She admits she “almost quit at some point on my career but had the opportunity of jumping on board certain fellowships like the African Women in Agricultural Research and Development (AWARD) fellowship”.

Dr Owureku-Asare narrated: “It was a very competitive fellowship funded by Bill and Melinda Gates foundation at the time and 70 of us were selected out of thousands of applications.”

For two years, they gave her and her colleague fellows leadership and scientific skills training. The fellows also attended conferences to project their research.

During the AWARD fellowship, she developed her 10-year purpose roadmap, improved on her research, leadership and networking skills.

Motivation

Her motivation of becoming a seasoned food scientist was based on the fact she wanted to pursue a career in food.

However, she did not really know exactly what to do. In her words: “I did not know whether I would be in the culinary industry or be in marketing of foods.

But as a General Science student at Wesley Girl’s High School, I discovered from my interaction with a nutritionist, that food could be studied as a science”. “So, I could better appreciate food because it goes beyond the aesthetics. There is science to it”.

So, that is when Dr Owureku-Asare decided that she would pursue a career in food science at the university. Even though she did pre-medicine in the university, she opted to read food science and have a career in it. She currently holds a PhD in Food Science and Technology.

Legacy

Dr Owureku-Asare who did pre-medicine at the university before going on to do food science wants people to appreciate other disciplines and careers in Science beyond medical practice.

“It doesn’t necessarily have to be medicine. You know how our parents and the society at large expect that once you are a science student, then the best career option is to be a medical doctor. I respect the medical field a lot but I think this pressure we put on our children to become medical doctors has negative impact on our kids especially when they are not able to make the cut to the medical school.”

You don’t have to be a medical doctor to become the best that you can be as a science student. To this end, Dr Owureku-Asare stressed: “I want to inspire girls in STEM to believe that it is possible to pursue a fulfilling career in any scientific discipline.

Passionate about STEM

 Dr Owureku-Asare is passionate about empowering the next generation of girls and women in STEM.

“It is a call to duty to play a role in mentoring the next generation. Because science is not an easy field and most people get discouraged along the way. I’m really passionate about doing that”.

Dr Mavis Owureku-Asare

She has mentored a lot of female scientists including  students from her  alma mater. “We discuss career options and I offer career guidance which is fulfilling for me”.

Dr Owureku-Asare also serves as a mentor and coach of the Kufuor Young Entrepreneurs Network (K-YEN) at the John Agyekum-Kufuor Foundation.

Dr Owureku-Asare was appointed as a mentor by the Ministry of Communications for The Girls in ICT program.

Her mentor and role model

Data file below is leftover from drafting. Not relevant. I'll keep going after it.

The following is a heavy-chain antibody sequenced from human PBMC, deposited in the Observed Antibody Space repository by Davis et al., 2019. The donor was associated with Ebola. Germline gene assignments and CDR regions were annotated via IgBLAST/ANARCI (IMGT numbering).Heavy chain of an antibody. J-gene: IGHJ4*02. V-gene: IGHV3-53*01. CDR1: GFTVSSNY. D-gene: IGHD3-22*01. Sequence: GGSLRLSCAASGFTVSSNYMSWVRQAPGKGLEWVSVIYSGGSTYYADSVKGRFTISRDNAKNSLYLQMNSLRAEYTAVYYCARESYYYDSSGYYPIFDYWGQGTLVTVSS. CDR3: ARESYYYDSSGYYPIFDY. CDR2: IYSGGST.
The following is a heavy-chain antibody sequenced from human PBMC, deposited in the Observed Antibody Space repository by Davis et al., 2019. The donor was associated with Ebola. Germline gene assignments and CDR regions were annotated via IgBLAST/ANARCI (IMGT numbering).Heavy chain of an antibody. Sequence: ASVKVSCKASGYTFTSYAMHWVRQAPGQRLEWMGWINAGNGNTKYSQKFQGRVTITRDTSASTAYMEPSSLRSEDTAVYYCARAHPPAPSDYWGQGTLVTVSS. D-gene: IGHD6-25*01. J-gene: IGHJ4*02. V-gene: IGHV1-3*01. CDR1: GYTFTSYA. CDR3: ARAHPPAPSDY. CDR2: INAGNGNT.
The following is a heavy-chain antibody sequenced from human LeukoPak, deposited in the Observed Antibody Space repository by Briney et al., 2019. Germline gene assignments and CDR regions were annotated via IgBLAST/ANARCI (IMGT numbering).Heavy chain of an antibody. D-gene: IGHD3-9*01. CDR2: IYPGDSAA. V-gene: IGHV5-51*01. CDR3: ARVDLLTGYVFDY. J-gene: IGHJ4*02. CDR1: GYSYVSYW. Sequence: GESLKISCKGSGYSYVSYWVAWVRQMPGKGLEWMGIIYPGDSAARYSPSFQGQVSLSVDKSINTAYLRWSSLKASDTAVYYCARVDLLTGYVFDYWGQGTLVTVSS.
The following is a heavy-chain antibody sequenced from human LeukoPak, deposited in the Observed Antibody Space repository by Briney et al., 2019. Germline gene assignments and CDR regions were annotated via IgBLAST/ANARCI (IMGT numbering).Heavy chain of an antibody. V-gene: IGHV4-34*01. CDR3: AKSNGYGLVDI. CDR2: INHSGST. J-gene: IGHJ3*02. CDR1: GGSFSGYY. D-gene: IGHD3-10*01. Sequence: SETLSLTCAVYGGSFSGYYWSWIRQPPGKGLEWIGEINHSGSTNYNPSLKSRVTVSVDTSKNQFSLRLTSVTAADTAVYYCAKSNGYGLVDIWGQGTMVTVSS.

She mentioned Prof Ruth Oniango’ a former member of Kenyan parliament and the first professor of Nutrition in Africa as her key mentor.

Whiles one of her role models is former President John Agyekum Kufuor of Ghana who is also a father figure helping to shape her leadership and managerial skills.

Her family, especially the husband Mr Elhanan Owureku-Asare has been a great support and she looks up to him a lot.

 Boards

In spite of her busy schedules, Dr Owureku-Asare serves on the Board of Impact Food hub, a leading food processing and agribusiness consultancy based in Ghana. She is a coordinator for the School Feeding Program in Ghana.

She also serves on a board of Ghana-India Trade Advisory Chamber (GITAC).

Awards/scholarships and fellowships

Dr Owureku-Asare was awarded the Norman E. Borlaug International Agricultural Science and Technology scholarship in 2012.

And in 2013, she became a fellow of African Women in Agricultural Research and Development (AWARD). In 2015, she received Norman E. Borlaug LEAP award.

Just last year, Dr Owureku-Asare won the $50,000 prize of the Organization for Women in Science for the Developing World (OWSD) fellowship award.

Leadership roles

The affable Dr Owureku-Asare has occupied many leadership and management roles in Ghana and abroad. These include-a member of Codex Alimentarius Committee, Ghana; Executive Assistant of World Association of Industrial and Technological Organization (WAITRO) Regional Representative for Africa and reviewer, African Journal of Food, Agriculture, Nutrition and Development.

Dr Mavis Owureku-Asare and her colleague Aspen New Voices Fellows, 2020

Membership of Associations

She has attended numerous conferences around the world and has served as a moderator on number of international panels.

Dr Owureku-Asare is a professional member of Institute of Food Technologist (IFT), the International Food and Agribusiness Management Association (IFAMA), the American Society of Agricultural and Biological Engineers (ASABE) and the Ghana Science Association.

She is a wife and a mother of three. She loves life and believes in hard work, integrity and having compassion for others.

Dr Mavis Owureku-Asare, a Ghanaian Scientist

Dr Owureku-Asare who has an interesting sense of humour loves swimming, playing golf, travelling, and playing basketball. She used to be a member of Volta Hall, University of Ghana basketball team.

Dr Owureku-Asare worships at the Agape New Testament Church in East Legon and she is a member of Joyfulway Incorporated. Dr Owureku-Asare is one of the Ghanaian scientists to watch out for.

By Masahudu Ankiilu Kunateh, African Eye Report